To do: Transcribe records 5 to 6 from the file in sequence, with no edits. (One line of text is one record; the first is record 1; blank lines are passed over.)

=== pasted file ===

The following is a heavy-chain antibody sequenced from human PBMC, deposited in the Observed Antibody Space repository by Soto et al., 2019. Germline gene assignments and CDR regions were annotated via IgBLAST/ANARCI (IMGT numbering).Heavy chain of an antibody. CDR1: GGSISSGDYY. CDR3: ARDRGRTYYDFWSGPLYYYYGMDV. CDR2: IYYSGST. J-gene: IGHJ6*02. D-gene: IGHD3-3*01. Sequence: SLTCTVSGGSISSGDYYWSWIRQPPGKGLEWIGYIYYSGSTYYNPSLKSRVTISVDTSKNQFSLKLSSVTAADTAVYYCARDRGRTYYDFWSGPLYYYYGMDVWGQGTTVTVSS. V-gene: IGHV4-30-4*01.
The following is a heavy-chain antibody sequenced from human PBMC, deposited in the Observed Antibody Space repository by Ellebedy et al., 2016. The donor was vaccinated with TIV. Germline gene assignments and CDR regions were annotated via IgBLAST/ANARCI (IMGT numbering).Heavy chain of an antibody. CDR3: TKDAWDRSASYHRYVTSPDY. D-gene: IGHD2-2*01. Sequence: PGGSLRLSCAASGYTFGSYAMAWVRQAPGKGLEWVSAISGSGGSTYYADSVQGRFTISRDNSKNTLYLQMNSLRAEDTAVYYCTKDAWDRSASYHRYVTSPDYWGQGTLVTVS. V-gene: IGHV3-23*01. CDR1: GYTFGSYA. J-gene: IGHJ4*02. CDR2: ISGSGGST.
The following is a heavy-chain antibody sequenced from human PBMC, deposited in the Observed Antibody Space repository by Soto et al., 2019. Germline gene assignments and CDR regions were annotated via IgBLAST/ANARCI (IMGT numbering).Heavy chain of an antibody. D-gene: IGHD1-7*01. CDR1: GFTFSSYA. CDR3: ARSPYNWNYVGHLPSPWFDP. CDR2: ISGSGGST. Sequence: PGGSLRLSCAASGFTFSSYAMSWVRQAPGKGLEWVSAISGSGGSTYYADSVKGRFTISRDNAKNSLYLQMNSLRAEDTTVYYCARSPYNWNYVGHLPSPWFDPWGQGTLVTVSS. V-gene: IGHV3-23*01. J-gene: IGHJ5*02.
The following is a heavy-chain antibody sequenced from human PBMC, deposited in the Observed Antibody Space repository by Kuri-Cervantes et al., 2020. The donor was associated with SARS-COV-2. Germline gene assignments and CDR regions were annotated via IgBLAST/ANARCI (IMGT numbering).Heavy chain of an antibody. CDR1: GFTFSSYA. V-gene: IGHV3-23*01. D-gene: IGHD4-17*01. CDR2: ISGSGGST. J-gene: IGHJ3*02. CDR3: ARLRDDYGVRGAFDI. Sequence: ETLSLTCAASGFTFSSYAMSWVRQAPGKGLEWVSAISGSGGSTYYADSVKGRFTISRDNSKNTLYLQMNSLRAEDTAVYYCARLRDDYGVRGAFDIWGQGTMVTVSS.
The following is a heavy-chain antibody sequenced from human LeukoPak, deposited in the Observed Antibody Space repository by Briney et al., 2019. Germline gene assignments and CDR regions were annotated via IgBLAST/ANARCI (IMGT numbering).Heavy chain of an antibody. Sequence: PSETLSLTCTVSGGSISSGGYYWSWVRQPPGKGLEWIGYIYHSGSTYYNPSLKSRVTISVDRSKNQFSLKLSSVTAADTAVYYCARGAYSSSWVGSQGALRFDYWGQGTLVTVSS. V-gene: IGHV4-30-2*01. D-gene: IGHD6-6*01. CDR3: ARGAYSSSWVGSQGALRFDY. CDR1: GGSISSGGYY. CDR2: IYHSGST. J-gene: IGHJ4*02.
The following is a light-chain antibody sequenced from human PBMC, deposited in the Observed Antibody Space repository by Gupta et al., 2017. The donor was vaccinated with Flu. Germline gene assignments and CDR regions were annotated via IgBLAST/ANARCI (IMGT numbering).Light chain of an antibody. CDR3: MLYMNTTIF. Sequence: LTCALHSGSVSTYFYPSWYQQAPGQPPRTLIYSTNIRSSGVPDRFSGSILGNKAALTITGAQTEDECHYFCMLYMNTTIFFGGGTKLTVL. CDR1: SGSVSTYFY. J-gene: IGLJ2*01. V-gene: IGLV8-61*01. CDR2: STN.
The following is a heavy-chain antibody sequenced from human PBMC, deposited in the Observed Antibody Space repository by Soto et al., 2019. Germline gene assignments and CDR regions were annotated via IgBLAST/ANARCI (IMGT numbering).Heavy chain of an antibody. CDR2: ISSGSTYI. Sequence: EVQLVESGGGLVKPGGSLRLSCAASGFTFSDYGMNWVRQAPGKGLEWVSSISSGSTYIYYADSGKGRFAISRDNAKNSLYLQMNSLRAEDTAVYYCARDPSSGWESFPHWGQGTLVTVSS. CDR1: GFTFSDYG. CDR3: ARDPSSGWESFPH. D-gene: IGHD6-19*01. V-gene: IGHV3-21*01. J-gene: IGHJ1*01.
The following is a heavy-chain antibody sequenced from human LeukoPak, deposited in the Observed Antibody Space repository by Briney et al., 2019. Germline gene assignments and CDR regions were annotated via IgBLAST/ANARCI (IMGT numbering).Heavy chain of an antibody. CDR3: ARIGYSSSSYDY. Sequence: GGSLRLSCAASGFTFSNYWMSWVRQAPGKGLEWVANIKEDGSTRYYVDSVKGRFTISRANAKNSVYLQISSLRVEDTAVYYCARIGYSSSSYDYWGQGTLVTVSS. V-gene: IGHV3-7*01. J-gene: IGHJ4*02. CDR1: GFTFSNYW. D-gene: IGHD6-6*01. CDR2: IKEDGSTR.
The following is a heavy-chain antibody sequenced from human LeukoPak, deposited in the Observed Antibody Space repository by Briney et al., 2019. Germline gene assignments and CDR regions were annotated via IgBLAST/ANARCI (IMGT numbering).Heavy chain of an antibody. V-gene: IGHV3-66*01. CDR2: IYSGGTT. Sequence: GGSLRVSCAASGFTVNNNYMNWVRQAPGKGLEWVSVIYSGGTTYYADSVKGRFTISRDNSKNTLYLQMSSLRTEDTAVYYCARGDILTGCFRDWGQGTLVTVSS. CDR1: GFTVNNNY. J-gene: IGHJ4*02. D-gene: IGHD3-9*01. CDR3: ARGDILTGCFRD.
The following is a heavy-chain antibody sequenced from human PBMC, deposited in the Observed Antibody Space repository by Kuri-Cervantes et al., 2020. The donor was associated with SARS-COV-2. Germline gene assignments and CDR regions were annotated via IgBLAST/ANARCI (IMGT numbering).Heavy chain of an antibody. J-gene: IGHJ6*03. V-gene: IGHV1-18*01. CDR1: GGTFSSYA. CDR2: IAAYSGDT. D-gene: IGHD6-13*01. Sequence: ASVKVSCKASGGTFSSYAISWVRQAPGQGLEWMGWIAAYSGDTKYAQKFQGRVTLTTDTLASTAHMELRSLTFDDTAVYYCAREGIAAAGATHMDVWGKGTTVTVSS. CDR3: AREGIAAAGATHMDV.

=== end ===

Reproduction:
The following is a heavy-chain antibody sequenced from human LeukoPak, deposited in the Observed Antibody Space repository by Briney et al., 2019. Germline gene assignments and CDR regions were annotated via IgBLAST/ANARCI (IMGT numbering).Heavy chain of an antibody. Sequence: PSETLSLTCTVSGGSISSGGYYWSWVRQPPGKGLEWIGYIYHSGSTYYNPSLKSRVTISVDRSKNQFSLKLSSVTAADTAVYYCARGAYSSSWVGSQGALRFDYWGQGTLVTVSS. V-gene: IGHV4-30-2*01. D-gene: IGHD6-6*01. CDR3: ARGAYSSSWVGSQGALRFDY. CDR1: GGSISSGGYY. CDR2: IYHSGST. J-gene: IGHJ4*02.
The following is a light-chain antibody sequenced from human PBMC, deposited in the Observed Antibody Space repository by Gupta et al., 2017. The donor was vaccinated with Flu. Germline gene assignments and CDR regions were annotated via IgBLAST/ANARCI (IMGT numbering).Light chain of an antibody. CDR3: MLYMNTTIF. Sequence: LTCALHSGSVSTYFYPSWYQQAPGQPPRTLIYSTNIRSSGVPDRFSGSILGNKAALTITGAQTEDECHYFCMLYMNTTIFFGGGTKLTVL. CDR1: SGSVSTYFY. J-gene: IGLJ2*01. V-gene: IGLV8-61*01. CDR2: STN.